Luckily, we have.
The evolution of society and medicine - and our own bodies - has far outpaced the evolution of that deadly bacterium, scientists said.
The 14th century bug Yersinia pestis is nearly identical to the modern day version of the same germ. There are only a few dozen changes among the more than 4 million building blocks of DNA, according to a study published online Wednesday in the journal Nature.
What that shows is that the Black Death, or plague, was deadly for reasons beyond its DNA, study authors said. It had to do with the circumstances of the world back then.
In its day, the disease killed between 30 million and 50 million people - about 1 of every 3 Europeans. It came at the worst possible time - when the climate was suddenly getting colder, the world was in the midst of a long war and horrible famine, and people were moving into closer quarters where the disease could infect them and spread easily, scientists say. And it was likely the first time this particular disease had struck humans, attacking people without any innate protection.
"It was literally like the four horseman of the apocalypse that rained on Europe," said study lead author Johannes Krause of the University of Tubingen in Germany. "People literally thought it was the end of the world."
In devastating the population, it changed the human immune system, basically wiping out people who couldn't deal with the disease and leaving the stronger to survive, said study co-author Hendrik Poinar of McMaster University in Ontario.
But simple antibiotics today, such as tetracycline, can beat the plague bacteria, which doesn't seem to have properties that enable other germs to become drug resistant, Poinar said. Plus, changes in medical treatment of the sick, coupled with improved sanitation and economics, put humanity in a far better position. And there's an immune system protection we mostly have now, Poinar said.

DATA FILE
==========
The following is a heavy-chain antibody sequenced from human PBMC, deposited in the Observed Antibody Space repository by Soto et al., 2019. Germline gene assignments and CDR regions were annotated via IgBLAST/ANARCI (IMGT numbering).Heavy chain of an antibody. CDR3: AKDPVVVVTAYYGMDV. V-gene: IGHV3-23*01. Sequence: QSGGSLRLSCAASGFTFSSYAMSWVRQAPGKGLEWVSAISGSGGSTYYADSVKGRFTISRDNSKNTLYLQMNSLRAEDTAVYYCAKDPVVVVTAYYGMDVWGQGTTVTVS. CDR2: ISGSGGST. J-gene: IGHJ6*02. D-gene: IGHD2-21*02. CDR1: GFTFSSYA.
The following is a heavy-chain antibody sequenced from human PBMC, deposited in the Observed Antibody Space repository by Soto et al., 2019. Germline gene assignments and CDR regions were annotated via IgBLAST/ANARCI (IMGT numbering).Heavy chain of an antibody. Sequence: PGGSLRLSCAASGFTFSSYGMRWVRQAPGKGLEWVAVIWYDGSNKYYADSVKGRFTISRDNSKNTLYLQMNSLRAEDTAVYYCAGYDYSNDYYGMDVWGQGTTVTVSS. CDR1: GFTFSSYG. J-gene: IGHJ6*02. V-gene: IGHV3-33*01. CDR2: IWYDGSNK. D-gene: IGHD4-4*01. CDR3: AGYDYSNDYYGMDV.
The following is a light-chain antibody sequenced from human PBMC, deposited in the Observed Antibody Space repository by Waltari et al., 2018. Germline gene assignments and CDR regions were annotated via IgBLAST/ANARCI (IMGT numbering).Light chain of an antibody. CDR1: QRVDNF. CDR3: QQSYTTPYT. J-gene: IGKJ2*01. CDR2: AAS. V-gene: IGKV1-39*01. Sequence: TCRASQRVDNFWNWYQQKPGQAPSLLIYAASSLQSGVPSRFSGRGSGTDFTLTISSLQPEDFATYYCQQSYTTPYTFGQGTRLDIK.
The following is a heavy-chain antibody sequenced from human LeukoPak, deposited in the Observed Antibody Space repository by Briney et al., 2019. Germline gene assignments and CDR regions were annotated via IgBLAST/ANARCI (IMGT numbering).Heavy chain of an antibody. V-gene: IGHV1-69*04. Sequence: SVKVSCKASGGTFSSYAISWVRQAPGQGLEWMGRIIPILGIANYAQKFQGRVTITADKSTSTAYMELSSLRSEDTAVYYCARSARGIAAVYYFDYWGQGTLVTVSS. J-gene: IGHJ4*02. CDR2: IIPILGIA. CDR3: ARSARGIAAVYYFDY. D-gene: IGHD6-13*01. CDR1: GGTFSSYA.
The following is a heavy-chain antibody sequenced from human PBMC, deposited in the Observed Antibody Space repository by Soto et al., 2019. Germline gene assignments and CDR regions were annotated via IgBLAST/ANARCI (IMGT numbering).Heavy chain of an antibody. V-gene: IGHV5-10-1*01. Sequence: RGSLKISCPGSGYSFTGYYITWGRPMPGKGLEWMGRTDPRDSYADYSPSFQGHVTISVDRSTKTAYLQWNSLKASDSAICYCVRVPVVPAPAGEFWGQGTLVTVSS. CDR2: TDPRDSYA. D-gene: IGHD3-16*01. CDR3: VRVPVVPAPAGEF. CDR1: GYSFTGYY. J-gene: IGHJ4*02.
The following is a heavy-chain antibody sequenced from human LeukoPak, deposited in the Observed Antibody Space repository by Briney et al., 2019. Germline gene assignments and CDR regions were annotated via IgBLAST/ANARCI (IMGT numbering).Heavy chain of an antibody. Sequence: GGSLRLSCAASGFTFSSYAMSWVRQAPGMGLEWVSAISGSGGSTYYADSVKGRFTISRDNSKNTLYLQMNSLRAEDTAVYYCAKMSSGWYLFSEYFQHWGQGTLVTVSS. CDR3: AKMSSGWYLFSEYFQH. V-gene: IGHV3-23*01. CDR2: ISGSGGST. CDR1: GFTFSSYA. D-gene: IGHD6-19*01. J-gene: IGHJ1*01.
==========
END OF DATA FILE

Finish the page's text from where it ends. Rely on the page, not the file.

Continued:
"I think we're in a good state," Poinar said. "The reason we do so well is that conditions are so different."
People still get the disease, usually from fleas from rodents or other animals, but not that often. There are around 2,000 cases a year in the world, mostly in rural areas, with a handful of them popping up in remote parts of the United States, according to the Centers for Disease Control and Prevention. Earlier this year, two people in New Mexico were diagnosed with plague. In 1992, a Colorado veterinarian died from a more recent strain, one that scientists used heavily in their study.
To get the original Black Death DNA, scientists played dentist to dozens of skeletons.
During the epidemic in the 14th century, about 2,500 London area victims of the disease were buried in a special cemetery near the Tower of London. It was excavated in the mid-1980s with 600 individual skeletons moved to the Museum of London, said study co-author Kirsten Bos, also of McMaster University. She then removed 40 of those teeth, drilled into the pulp inside the teeth and got "this dark black powdery type material" which likely was dried blood that included DNA from the bacteria.
And when she was done, Bos returned the teeth, minus a little DNA, to the skeletons at the museum.
When the same scientists first tried mapping the bacteria's genetic makeup, it appeared to be a distinctly different germ than what is around currently. But part of that was a reflection of working with 660-year-old DNA and newer, more refined techniques revealed less difference between the early day and modern Y. pestis bacteria than between a mother and daughter, Krause said.
That's a surprising result, but the work was well done and makes sense, said Julian Parkhill, a disease genome expert at the Wellcome Trust Sanger Institute in Britain. Parkhill was not involved in the research but has studied the bacteria.
"Getting an effectively complete genome sequence of a bacterium that lived nearly 700 years ago is incredibly exciting," Parkhill said.